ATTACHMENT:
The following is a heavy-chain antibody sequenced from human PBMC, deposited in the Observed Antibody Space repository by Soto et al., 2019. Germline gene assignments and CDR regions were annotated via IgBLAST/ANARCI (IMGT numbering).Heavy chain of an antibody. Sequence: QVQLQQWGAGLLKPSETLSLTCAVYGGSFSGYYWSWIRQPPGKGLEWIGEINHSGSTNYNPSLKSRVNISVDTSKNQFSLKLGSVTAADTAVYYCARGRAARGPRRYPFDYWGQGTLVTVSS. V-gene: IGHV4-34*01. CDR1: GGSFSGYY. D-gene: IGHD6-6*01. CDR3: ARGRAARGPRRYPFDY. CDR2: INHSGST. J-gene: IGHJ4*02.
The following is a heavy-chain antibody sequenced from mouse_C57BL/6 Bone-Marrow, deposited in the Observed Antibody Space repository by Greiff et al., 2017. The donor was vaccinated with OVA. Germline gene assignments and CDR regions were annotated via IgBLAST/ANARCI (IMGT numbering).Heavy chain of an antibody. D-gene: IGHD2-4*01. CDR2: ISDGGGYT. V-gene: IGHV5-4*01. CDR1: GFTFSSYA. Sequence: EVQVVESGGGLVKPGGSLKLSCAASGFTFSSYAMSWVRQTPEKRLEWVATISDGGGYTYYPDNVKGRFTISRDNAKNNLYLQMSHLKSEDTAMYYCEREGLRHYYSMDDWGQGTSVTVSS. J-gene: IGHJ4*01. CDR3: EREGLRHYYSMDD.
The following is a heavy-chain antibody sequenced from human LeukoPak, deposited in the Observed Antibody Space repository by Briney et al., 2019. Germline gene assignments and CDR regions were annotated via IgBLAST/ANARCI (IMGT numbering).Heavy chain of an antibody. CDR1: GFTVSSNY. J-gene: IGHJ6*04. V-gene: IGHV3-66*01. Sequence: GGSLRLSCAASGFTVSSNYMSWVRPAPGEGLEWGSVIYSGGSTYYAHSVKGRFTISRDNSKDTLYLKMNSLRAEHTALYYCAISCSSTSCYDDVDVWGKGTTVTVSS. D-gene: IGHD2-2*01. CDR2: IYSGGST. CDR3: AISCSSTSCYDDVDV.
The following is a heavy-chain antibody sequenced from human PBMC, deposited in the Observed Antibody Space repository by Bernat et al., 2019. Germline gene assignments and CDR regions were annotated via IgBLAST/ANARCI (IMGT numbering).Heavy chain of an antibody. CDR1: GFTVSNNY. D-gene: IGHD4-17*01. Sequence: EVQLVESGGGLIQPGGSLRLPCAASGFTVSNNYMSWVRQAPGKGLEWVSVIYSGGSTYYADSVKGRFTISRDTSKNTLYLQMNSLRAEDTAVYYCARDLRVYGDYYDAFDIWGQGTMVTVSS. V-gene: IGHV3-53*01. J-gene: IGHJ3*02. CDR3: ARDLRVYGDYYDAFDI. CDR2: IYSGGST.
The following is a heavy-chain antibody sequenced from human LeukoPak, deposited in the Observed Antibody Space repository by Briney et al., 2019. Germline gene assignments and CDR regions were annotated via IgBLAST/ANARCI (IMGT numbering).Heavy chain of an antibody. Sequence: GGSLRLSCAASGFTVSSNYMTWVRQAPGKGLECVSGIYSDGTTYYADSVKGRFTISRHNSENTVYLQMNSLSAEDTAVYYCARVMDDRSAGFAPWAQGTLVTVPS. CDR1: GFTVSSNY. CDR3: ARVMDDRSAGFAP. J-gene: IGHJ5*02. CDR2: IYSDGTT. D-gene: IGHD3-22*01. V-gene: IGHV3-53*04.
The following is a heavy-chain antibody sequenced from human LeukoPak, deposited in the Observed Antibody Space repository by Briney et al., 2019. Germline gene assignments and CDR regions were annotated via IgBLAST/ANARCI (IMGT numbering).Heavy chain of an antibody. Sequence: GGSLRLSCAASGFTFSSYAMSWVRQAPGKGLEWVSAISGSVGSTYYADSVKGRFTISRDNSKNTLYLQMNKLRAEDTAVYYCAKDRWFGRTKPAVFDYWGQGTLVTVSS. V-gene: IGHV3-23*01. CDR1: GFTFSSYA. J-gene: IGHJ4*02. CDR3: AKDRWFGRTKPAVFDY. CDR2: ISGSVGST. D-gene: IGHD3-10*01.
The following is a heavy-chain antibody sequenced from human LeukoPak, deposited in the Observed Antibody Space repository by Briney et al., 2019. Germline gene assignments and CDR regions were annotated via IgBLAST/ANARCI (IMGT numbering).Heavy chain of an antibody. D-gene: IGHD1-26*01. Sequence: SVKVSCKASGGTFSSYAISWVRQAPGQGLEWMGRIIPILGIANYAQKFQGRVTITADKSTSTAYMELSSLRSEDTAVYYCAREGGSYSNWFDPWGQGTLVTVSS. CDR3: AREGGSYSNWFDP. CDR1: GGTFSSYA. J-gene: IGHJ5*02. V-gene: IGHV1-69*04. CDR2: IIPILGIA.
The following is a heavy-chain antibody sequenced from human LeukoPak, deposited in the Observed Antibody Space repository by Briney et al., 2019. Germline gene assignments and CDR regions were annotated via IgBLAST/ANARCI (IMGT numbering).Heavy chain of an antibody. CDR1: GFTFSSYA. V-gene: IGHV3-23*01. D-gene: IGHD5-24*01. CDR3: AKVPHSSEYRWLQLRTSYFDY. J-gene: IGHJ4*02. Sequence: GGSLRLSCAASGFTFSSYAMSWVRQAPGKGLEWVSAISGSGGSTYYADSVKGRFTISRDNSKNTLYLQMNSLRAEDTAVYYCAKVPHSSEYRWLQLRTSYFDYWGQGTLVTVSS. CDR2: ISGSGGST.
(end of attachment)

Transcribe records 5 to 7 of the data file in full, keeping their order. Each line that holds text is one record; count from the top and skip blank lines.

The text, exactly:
The following is a heavy-chain antibody sequenced from human LeukoPak, deposited in the Observed Antibody Space repository by Briney et al., 2019. Germline gene assignments and CDR regions were annotated via IgBLAST/ANARCI (IMGT numbering).Heavy chain of an antibody. Sequence: GGSLRLSCAASGFTVSSNYMTWVRQAPGKGLECVSGIYSDGTTYYADSVKGRFTISRHNSENTVYLQMNSLSAEDTAVYYCARVMDDRSAGFAPWAQGTLVTVPS. CDR1: GFTVSSNY. CDR3: ARVMDDRSAGFAP. J-gene: IGHJ5*02. CDR2: IYSDGTT. D-gene: IGHD3-22*01. V-gene: IGHV3-53*04.
The following is a heavy-chain antibody sequenced from human LeukoPak, deposited in the Observed Antibody Space repository by Briney et al., 2019. Germline gene assignments and CDR regions were annotated via IgBLAST/ANARCI (IMGT numbering).Heavy chain of an antibody. Sequence: GGSLRLSCAASGFTFSSYAMSWVRQAPGKGLEWVSAISGSVGSTYYADSVKGRFTISRDNSKNTLYLQMNKLRAEDTAVYYCAKDRWFGRTKPAVFDYWGQGTLVTVSS. V-gene: IGHV3-23*01. CDR1: GFTFSSYA. J-gene: IGHJ4*02. CDR3: AKDRWFGRTKPAVFDY. CDR2: ISGSVGST. D-gene: IGHD3-10*01.
The following is a heavy-chain antibody sequenced from human LeukoPak, deposited in the Observed Antibody Space repository by Briney et al., 2019. Germline gene assignments and CDR regions were annotated via IgBLAST/ANARCI (IMGT numbering).Heavy chain of an antibody. D-gene: IGHD1-26*01. Sequence: SVKVSCKASGGTFSSYAISWVRQAPGQGLEWMGRIIPILGIANYAQKFQGRVTITADKSTSTAYMELSSLRSEDTAVYYCAREGGSYSNWFDPWGQGTLVTVSS. CDR3: AREGGSYSNWFDP. CDR1: GGTFSSYA. J-gene: IGHJ5*02. V-gene: IGHV1-69*04. CDR2: IIPILGIA.